Curved piecing can be a daunting task, but one well worth the effort!
For me, it’s a quilting technique I want to excel at, but usually feel the urge to tear out my hair. In an effort to keep my hair on my head and out of my hands, I decided to immerse myself in tutorials for sewing curves–and there are some excellent resources!
There’s no doubt about it, Angela Pingel, self-taught quilter and modern quilt designer, has perfected the art of curved piecing. She has written an entire book on the subject featuring 16 quilts using the Drunkard’s Path block. For those of us who are visual learners, Angela brings her expertise to the set of Quilting Arts Workshop for a video tutorial filled with information on how to sew curves.
I found her tips on what to do when mistakes arise the most helpful (because let’s be honest, we’ve all encountered these mistakes while sewing curves).
by Angela Pingel
Sewing curves quickly and simply is definitely doable, but some mishaps can occur. Here are three of the most common problems and the solutions for fixing them.
To prevent stretching in the first place, be gentler with your handling of the curved pieces. Since the curve on both pieces exposes the bias of the fabric, the pieces are vulnerable to stretching. This can happen when cutting, sewing, or pressing, or a combination of all three. Try to determine at what point in the process you are putting the most stress on the bias. Also note that some fabrics are more easily stretched than others, even though you are using the same technique to sew them. Some can make you feel like a rock star seamstress, and others make you want to throw in the towel.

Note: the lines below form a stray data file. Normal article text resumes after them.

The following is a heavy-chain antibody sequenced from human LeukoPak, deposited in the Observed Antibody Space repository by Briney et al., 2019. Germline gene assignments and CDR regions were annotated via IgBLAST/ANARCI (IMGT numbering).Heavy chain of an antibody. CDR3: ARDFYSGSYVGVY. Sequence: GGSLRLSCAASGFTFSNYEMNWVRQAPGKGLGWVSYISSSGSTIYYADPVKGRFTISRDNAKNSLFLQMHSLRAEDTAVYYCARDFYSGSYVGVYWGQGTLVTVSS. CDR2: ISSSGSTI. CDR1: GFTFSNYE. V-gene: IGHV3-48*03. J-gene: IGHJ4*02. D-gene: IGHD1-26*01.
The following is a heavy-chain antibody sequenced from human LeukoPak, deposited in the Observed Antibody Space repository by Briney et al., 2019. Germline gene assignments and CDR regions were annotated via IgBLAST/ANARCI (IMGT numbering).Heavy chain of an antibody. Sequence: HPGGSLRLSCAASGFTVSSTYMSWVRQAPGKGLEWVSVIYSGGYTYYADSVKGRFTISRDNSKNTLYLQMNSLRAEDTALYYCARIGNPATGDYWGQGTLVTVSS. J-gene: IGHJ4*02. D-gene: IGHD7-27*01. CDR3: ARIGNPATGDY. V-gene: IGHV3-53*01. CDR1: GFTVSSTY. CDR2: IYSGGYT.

Problem #1: When sewing the curve, you end up with a tuck in your fabric. The fabric has bunched in one or more places and overlapped. (figure 1)
Solution: Make friends with your seam ripper. Tucks in the seam allowance of a curved piece are actually a very easy fix. Use your trusty seam ripper to rip out just a few small stitches over the offending tuck. Then take out one stitch on either side. Now you can easily stretch the fabric smooth. Re-stitch the seam in place. (figure 2)
Solution: The fabric is not evenly eased throughout the curved seam. Seam ripper time again. Your best bet is ripping out the entire seam and starting again, carefully pinning the fabric together. Depending on where the ease went off, you might be able to partially rip the seam and re-sew it.
Problem #3: Your finished block is obviously out of square. (figure 4)
Solution: If it isn’t too far off square, simply trim your block back into shape.
For more helpful curved piecing hints and projects from Angela Pingel, take a look inside her book A Quilter’s Mixology. Download your copy today to get started mastering the curve. Or if video tutorials are more up your alley, check out her video Sewing Techniques for Accurate Curved Piecing available as a DVD or video download.